Harry Leonard

Year Inducted: 2011

Born: July 30, 1926--New York, New York

Very few of the individuals honored by the Hall of Fame as Snowsports Builders are those whose legacy was the promotion of the sport, that is individuals who brought the sport of skiing to the public in a way that enables the sport as a whole to grow and prosper. Harry Leonard is regarded as the sport's Impresario, Visionary and Cheerleader, an irrepressible fellow who first appeared onstage in the 1950's. He was the man alpine skiing absolutely had to have in it's infancy to become a healthy, fast-growing and mature national sport. It was Harry who invented that irreplaceable kick-off of the ski season known as the ski show and developed a circuit that recruited thousands to the sport.

A printer's representative from Philadelphia and newspaper ad representative, Harry was first introduced to skiing at the age of 30 at Pine Mountain, in Michigan's Upper Peninsula. Hooked from that point on and finding not a single guide to ski areas in the mid-west Harry produced the first mid-west directory, a 64-page booklet called "Ski Faring". Soliciting ads for the booklet had opened a lot of doors so that the Chicago Ski Council asked him to organize its annual preseason party. Harry saw that it could be much more than that with booths and demonstrations and the result was America's first ever consumer ski show held in Chicago in the fall of 1958. Basically, it was a large cocktail party with a dozen booths that drew over 2000 people!

Harry understood immediately that this first effort had the makings for an activity that would bring what passed for the ski industry then to its most important customers, committed skiers who by the fall were desperate to get back on the slopes and would go anywhere to see the new equipment and to meet the resort representatives from their favorite mountain. He added Detroit in 1959, New York in 1960 and was coast to coast by the mid-1960's. Between shows there were smaller efforts at college campuses. His sidekick was fellow showman, Jerry Simon, the ringmaster, and American skiing had it's Promoter Extraordinaire!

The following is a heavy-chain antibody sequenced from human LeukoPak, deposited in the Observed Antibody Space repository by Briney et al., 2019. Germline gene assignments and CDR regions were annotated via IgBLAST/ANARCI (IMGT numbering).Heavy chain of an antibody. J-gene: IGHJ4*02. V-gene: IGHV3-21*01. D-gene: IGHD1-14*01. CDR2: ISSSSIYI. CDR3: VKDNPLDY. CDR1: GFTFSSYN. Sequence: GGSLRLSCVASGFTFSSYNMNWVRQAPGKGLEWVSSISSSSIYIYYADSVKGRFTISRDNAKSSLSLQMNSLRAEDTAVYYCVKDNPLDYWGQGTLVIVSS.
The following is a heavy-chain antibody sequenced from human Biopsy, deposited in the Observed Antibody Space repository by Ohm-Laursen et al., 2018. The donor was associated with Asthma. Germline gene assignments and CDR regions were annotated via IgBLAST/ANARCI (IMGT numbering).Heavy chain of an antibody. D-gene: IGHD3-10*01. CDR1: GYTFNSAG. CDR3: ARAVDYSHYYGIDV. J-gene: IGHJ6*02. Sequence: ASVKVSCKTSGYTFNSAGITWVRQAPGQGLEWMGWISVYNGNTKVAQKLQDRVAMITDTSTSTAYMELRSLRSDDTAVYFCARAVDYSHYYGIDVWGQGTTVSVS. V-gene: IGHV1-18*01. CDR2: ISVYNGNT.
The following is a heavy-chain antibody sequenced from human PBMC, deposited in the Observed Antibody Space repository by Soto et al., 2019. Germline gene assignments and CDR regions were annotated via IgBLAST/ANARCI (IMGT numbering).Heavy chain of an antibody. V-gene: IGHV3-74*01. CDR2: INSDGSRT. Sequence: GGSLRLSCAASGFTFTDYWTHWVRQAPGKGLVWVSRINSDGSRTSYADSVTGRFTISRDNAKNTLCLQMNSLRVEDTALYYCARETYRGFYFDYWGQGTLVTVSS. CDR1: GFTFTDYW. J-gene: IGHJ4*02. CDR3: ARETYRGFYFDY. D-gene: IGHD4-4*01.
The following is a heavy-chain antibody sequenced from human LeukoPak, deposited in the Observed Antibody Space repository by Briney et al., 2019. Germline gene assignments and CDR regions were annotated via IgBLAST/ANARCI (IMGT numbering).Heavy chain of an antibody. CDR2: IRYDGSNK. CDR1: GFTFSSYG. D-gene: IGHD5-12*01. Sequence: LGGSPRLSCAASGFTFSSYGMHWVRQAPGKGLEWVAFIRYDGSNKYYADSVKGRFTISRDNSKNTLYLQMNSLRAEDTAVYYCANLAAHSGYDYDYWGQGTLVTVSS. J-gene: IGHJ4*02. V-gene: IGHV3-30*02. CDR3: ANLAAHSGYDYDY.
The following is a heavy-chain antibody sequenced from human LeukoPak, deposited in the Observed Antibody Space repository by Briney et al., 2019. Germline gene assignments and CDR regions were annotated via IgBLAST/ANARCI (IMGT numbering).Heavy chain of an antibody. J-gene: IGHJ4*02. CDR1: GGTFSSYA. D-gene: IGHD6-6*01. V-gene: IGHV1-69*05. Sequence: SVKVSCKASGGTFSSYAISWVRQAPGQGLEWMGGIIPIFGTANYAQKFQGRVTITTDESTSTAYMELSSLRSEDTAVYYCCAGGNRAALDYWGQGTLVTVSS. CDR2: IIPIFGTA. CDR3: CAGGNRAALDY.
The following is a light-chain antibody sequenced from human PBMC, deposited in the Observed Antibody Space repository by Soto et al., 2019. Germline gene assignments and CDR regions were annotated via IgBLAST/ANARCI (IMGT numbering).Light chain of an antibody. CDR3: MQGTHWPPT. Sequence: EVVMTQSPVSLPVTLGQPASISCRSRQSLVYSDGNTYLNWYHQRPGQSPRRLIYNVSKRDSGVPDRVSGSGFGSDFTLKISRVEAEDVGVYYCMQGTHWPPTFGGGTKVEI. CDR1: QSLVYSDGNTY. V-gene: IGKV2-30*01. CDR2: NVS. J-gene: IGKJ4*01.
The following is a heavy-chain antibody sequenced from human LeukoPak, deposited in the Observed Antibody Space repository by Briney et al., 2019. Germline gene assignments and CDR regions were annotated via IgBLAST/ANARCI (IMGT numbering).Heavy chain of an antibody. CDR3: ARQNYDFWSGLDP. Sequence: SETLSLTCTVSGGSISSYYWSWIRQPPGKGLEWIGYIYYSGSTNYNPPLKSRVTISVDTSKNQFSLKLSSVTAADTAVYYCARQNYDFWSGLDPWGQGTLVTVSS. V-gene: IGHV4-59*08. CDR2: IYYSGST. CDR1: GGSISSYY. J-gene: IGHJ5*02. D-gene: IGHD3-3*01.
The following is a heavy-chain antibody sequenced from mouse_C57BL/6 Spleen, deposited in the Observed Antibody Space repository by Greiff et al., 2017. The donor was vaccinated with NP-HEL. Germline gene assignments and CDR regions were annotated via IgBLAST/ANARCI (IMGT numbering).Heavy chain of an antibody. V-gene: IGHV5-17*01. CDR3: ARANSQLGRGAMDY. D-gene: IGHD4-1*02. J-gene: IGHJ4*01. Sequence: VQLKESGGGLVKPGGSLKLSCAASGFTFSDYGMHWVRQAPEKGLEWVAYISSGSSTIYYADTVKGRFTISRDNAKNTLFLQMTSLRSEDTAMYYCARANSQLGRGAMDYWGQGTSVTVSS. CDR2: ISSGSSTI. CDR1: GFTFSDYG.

Harry Leonard understood that the shows, if they were to really work, needed entertainment and skiing demonstrations. He was a pioneer in the use of ski decks. The moving carpet Ski Dek was invented in 1961 and on these top racers and later, freestylers, entertained in a way that produced a huge WOW factor. He added dancing, fashion shows, a beer garden, stage lectures and film shows, all the fun one found apres-ski at a ski resort and now brought into a city's convention center.

He also brought in the "headliners", the stars of skiing, and at Harry's shows they were the Who's Who of skiing's golden age: Stein Ericksen, Penny Pitou, Jean-Claude Killy, Roger Staub, Art Furrer, and Wayne Wong to name a few. Making the gods and goddesses of the slopes accessible was essential at this time to get the public to sign up.

Another key to his success was getting the local media involved with special newspaper section and television programming focused on the coming ski season. These media tie-ins benefited the entire ski industry signaling to millions that the ski season was coming and it was time to buy new equipment and to start planning those ski trips. This legacy continues to this day.

The best part producing the shows was meeting and making friends with a wide array of marvelous and fascinating people. Harry's own personality was an important magnetic factor that brought people together. His ski shows attracted everyone and everybody wanted to take part. It was Harry's creative genius that imparted that enthusiasm to an ever growing audience of skiers throughout America. Harry was there from the late 1950's to the 70's when the sport needed him, playing a major role in accelerating the interest of Americans in this unique sport.


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© 2011 by the U.S. National Ski Hall of Fame

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